The Mitsubishi Lancer Evolution was one of the last cars of its breed. It oozed raw power and provided the driver with a certain visceral connection to the road that many modern cars are missing, the perfect combination to take on just about any track—asphalt or dirt—with enough driver willpower.
Fortunately, the United States was lucky enough to actually get three generations of Evo before the car went the way of the dodo. But there was one specific variant that proved Mitsubishi was once interested in giving customers the chance to own a cheap, fast car: the lightweight Mitsibushi Lancer Evolution RS.
The Rally Sport (RS) trim was a motorsport-focused variant of the Evo. It was stripped down, lightweight, and served as a platform that consumers or motorsport teams could pick up and begin transforming into a proper race car with ease. In fact, the RS trim followed the Lancer Evolution through its lineage from inception, meaning that the automaker was selling RS-trimmed Evos well before it was even a thought to sell the sedan on U.S. soil.
Before we get started on breaking down this bad boy, it’s worth bringing up that the U.S. technically got an RS trim for the Evolution—for the Evo 8 between 2004 and 2005, and the Evo 9 just for the 2006 model year. And while the U.S. model had lots of amenities stripped out in favor of lower costs and a more analog driving experience, Japan really got the good end of the deal, and that’s the Evo we’re going to talk about today.
Visually, the Evolution 8 RS looks almost like any other Evo, just on some winter tires. Admittedly, steel wheels are always cool, but to the uncultured eye, they definitely scream base model Lancer over performance-trimmed Evo. If it wasn’t for the door handles and mirror caps that didn’t receive a paint-matching treatment, it’d be hard to point this out in passing.
The RS came factory with these 15-inch steel wheels, riding on balloon-spec 205/65R15 tires. Buyers could also opt for the Enkei-branded 17-inch GSR wheels. Again, remember that Mitsubishi’s ideal customer was involved in motorsports and would likely be changing out the wheels anyway.
Once the driver plopped down in the standard “Sports” seat instead of the Recaro the Evolution 8 GSR normally came with, cost-cutting was immediately apparent. Standard were manual windows, manual locks, manual mirrors, no air conditioning, no interior trunk release, no radio (although the harness and speaker brackets were fitted in case the owner wanted that to change), and much more (less?). One sun visor remained for the driver, though the vanity mirror was removed.
And just about everything that was removed played a part in reducing the car’s overall weight. Even the gas tank of the Evo 8 RS was reduced by 1.3 gallons, which helped cut down on dead weight. The base RS weighed in at just 2,910 pounds, meaning that 192 pounds of optional equipment were removed when compared to the line-topping GSR. It also meant hearing every pebble kicked up from the road thanks to the lack of sound deadening, which Mitsubishi says saved around 44 pounds alone.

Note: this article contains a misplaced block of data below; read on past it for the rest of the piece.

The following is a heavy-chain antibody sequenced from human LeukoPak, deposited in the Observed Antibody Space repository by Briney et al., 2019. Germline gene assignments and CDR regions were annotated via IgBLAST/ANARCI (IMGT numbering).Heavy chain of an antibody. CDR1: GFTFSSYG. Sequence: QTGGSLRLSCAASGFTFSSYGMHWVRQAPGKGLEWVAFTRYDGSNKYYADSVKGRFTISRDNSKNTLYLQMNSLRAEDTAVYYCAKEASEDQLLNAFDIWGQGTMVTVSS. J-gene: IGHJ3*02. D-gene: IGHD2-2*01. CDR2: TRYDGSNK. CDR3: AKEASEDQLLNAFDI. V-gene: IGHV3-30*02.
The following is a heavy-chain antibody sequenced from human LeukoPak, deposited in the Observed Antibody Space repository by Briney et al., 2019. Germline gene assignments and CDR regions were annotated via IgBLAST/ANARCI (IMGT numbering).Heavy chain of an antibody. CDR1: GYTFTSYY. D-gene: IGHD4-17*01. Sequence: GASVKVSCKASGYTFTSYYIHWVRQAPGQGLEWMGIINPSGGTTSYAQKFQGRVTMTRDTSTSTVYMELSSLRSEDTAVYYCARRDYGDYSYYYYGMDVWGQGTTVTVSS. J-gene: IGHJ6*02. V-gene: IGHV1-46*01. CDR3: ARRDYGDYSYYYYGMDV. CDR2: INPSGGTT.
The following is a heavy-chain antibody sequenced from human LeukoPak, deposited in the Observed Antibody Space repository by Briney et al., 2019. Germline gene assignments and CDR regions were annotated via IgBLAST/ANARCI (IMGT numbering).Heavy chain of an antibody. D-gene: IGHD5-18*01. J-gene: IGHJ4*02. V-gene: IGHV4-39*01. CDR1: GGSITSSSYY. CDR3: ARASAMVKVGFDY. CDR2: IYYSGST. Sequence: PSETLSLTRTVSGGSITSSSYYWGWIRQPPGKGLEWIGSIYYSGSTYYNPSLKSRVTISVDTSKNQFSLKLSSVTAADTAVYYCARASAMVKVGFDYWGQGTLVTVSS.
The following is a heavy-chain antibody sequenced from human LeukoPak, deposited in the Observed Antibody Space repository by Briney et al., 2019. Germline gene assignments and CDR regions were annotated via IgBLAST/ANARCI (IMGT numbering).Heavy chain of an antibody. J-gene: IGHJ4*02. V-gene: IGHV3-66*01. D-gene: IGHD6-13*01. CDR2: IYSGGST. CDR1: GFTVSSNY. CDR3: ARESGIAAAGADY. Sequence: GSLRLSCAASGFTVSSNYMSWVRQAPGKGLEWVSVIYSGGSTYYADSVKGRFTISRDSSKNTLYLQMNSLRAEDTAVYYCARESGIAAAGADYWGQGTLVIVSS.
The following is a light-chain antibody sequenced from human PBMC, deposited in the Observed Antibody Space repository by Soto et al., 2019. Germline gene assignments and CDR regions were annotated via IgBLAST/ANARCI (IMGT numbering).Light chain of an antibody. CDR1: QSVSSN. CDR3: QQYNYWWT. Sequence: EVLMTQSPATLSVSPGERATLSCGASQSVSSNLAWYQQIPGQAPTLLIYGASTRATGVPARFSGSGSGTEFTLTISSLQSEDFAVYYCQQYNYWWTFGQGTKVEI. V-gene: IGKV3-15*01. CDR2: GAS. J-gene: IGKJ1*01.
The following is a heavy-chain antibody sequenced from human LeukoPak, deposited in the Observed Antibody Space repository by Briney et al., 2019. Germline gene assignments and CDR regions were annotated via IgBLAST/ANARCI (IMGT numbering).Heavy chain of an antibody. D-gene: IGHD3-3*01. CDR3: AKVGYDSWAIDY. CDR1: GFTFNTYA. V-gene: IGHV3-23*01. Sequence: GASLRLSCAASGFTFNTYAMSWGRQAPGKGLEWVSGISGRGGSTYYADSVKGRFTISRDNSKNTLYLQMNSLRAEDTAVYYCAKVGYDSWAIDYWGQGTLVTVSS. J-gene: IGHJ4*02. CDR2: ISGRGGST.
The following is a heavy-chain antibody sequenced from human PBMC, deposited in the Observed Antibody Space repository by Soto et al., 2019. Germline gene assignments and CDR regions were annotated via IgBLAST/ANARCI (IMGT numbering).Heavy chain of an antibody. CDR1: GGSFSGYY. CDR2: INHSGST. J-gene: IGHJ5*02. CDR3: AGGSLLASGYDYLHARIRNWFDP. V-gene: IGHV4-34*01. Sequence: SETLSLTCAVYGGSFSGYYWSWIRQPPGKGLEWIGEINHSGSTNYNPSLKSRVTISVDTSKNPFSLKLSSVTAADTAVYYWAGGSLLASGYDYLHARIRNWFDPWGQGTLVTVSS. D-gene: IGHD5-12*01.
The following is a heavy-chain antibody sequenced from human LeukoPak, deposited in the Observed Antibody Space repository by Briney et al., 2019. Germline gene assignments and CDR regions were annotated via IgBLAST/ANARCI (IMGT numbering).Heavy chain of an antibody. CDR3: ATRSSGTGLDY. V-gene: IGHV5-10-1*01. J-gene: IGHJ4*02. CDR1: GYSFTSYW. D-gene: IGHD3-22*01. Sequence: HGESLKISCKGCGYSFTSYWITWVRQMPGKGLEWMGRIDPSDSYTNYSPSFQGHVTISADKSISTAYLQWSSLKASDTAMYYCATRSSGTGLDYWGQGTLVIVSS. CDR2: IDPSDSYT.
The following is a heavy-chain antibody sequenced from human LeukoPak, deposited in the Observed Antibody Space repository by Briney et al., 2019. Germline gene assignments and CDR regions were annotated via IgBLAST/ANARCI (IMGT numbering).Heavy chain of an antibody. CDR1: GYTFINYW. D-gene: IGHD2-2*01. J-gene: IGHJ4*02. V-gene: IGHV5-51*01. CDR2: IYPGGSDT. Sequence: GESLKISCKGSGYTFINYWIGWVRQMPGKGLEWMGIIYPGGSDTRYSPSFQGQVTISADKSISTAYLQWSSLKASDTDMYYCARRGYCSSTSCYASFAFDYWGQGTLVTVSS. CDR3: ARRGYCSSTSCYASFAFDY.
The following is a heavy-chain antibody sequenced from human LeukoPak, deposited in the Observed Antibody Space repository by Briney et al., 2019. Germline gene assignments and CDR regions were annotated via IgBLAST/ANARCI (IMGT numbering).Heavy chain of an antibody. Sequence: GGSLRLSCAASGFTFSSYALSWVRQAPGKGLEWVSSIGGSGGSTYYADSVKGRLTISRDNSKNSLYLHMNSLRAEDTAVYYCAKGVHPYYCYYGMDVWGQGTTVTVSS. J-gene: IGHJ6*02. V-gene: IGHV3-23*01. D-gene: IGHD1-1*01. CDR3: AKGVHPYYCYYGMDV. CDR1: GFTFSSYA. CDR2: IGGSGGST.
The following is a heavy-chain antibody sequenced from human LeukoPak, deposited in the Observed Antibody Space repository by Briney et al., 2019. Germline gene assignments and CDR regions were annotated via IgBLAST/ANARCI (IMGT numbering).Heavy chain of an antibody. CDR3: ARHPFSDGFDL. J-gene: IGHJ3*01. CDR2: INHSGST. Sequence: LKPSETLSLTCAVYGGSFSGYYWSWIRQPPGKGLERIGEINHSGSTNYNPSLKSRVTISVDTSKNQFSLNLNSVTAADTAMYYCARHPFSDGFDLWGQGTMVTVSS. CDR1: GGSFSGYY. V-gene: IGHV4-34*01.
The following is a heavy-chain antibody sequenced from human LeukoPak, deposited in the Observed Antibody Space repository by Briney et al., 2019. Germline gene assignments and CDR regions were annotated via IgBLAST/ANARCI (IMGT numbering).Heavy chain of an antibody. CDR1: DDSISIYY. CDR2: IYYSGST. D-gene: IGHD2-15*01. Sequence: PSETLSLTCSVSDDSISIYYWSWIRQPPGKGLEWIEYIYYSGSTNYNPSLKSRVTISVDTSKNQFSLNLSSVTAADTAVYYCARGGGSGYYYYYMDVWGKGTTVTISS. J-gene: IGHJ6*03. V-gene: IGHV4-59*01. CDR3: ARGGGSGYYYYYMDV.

The mechanical trimmings are also interesting for the Japan-focused RS model.
Mitsubishi offered the RS in two model codes. The base-most model was the SNDFZ, which was equipped with a five-speed manual transmission. Mitsubishi also offered the RS with a six-speed manual transmission and additional performance upgrades, coded as SJDFZ. For simplicity’s sake, we’ll refer to them based on the transmission offered with the model: RS 5M/T and RS 6M/T.
Some key differences included factory Brembo brakes that were an optional upgrade on the RS 5M/T but standard on the RS 6M/T. And the 17-inch Enkei wheels mentioned above? The RS 6M/T received those as standard equipment, plus a front cross member brace.
Both RS cars were offered with Mitsubishi’s Active Center Differential as standard equipment; however, the Active Yaw Control system—which controlled torque vectoring between the rear wheels—was optional on both trims, along with anti-lock brakes. Both came standard on the more consumer-friendly GSR trim.
As an aside, Mitsubishi told The Drive that the RS 5M/T was built to be better suited for rally use from the factory, whereas the RS 6M/T was intended for circuit use. And from what we could translate of the original Japanese press release supplied by the automaker, Mitsubishi really peddled RS-trimmed cars as something that relied on driver performance rather than electronic nannies.
When new in 2004, Mitsubishi priced the RS at around $25,000 (2,740,000 Yen). Today, that would be the equivalent of roughly $36,600, which is still about $10,000 less than the cost of the GSR at the time, accounting for inflation. For normal consumers, ditching the most basic options would be a hard sell, but for motorsports teams? Saving a cool ten grand on top of the labor used to yank out unnecessary equipment is a pretty major difference.
That being said, it’s unlikely that Mitsubishi sold a huge number of these basic Evos. In fact, the actual production number is a mystery even to the manufacturer. Of the 6,000 total units of the Lancer Evolution 8, Mitsubishi couldn’t verify the exact RS production figures, but recent circulating information suggests around 332 examples of the Japanese-market RS were built.
This concept isn’t new, and believe it or not, it actually hasn’t stopped—at least not in Japan. Mitsubishi no longer sells the Lancer Evolution, but Toyota is a great example of how this concept is alive and well today. Just look at the 2022 Toyota GR86’s no-frills base trim, complete with steelies and, surprisingly, a two-speaker audio system.
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